Venus has an axial tilt of about 2.6 degrees, which is much less than that of Earth (23.4 degrees). This means that the planet experiences very little seasonal variation, hence why the temperature and weather patterns are constant throughout the year.
The atmosphere on Venus produces a phenomenon known as super-rotation, where the atmosphere rotates much faster than the planet itself. This often allows extremely powerful winds to form, that blow in the same direction as the planet's rotation and reach 300 miles per hour. On top of that, the planet also sees lightning storms and acid rain.
The weather on Venus makes it very challenging for probes and landers to study, but we'll talk about this further below when we cover the missions to Venus!
Learn more about the planets in order from the sun.
Hubble Space Telescope Image of Venus
Released on March 21, 1995, the image you see below shows Venus taken by the Hubble Space Telescope taken just a couple of months earlier.
The picture is an ultraviolet-light image that was taken when Venus was 70.6 million miles (113.6 million kilometers) from Earth.
It shows Venus covered with sulfuric acid clouds, and the shapes are well visible in ultraviolet. You can also notice that the planet was in a phase that looked about 35% illuminated.
Missions to Venus
Probes have been sent to study Venus since the 1960s. Below, you will find the missions to Venus that had the biggest impact on our understanding of the planet, with a short description and the year they launched.
The Venera missions were a series of 16 missions to Venus directed by the Soviet Union. The missions included both orbiters and landers, with the later missions providing the most detailed data on the Venusian surface. Venera 7 was the first spacecraft to land on another planet and transmit data back to Earth, and Venera 13 and Venera 14 provided the most detailed data on the Venusian surface.
Mariner 2 (1962)
Mariner 2 was NASA's first successful mission to Venus. It launched in 1962, and was the first spacecraft to make a successful flyby of another planet!
Mariner 2 also was able to get the first close-up observations of Venus.
Launched on May 4th, 1989, Magellan was a NASA mission that orbited Venus from 1990 to 1994.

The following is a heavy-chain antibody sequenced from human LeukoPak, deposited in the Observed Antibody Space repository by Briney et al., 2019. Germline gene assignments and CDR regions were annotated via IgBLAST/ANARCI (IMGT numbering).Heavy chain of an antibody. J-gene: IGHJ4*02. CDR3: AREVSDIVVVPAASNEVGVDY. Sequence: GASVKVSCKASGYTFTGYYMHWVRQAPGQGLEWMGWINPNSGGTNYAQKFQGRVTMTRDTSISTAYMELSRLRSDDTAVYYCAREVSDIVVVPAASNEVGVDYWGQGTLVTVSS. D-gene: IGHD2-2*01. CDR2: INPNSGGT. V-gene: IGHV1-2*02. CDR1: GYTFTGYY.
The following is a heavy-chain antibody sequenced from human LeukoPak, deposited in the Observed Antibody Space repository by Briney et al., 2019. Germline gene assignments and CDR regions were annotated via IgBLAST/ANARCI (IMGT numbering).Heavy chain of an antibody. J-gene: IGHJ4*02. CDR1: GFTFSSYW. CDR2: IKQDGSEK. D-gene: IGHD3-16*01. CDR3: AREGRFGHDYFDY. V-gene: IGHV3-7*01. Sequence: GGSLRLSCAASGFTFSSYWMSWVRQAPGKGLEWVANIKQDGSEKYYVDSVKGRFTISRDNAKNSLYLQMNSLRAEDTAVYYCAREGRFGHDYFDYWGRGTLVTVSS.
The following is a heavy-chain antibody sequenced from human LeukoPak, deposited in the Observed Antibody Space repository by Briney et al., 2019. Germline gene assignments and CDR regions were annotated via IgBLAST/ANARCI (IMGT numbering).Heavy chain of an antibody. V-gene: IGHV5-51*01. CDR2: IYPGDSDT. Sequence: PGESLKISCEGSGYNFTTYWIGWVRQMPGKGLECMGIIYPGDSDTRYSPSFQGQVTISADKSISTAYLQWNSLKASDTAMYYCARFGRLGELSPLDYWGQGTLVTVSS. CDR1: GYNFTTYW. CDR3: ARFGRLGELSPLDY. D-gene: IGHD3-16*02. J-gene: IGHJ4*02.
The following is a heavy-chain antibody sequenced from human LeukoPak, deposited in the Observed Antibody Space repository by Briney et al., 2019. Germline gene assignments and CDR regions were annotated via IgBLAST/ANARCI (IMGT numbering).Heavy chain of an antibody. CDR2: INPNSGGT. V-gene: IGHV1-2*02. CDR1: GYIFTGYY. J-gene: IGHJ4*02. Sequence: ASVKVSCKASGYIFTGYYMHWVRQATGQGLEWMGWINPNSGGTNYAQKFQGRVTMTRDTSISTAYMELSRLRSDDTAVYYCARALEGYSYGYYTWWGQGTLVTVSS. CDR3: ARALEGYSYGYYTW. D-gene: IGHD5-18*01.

The spacecraft used radar to map the planet's surface in detail, gathering data and giving us new insights into the geology and surface features of Venus.
Venus Express (2005-2014)
Venus Express was a European Space Agency (ESA) mission that orbited Venus from 2006 to 2014.
The main goal was to study Venus's atmosphere, weather, and surface.
The mission ended in December 2014.
Akatsuki is a Japanese Aerospace Exploration Agency (JAXA) mission that has been orbiting Venus since 2015.
The spacecraft is studying the planet's atmosphere and weather and is especially focusing on Venus's super-rotation (the atmosphere rotates much faster than the planet itself).
Scientists hope to learn more about super-rotation overall and its effects on the planet.
Final Thoughts and Summary of the Planet Venus
Venus is the second planet from the Sun and is known for its bright appearance and phases as it orbits around the Sun. This makes Venus a popular target for both visual observers and amateur astrophotographers, although it is not easy to photograph and show details. Venus is often referred to as the "Morning Star" or "Evening Star" depending on its position relative to the Sun, and it does not have any moons.
Type: Terrestrial planet
Name Origin: Roman goddess of love and beauty
Discovered in: Ancient times
Radius: 6,051.8 km
Temperatures: 462°C on average, the hottest planet in the solar system
Distance from Sun: 108 million km (on average)
Day: 243 Earth days (slowest in the solar system)
Orbit: 225 Earth days
Natural Satellites (moons): 0
Light speed from Sun: 6.0 min
We hope you learned from this guide, and we will be working on a tutorial post specifically for the astrophotography of Venus in the future!
In the meantime, check out our post explaining the Solar System planets in order.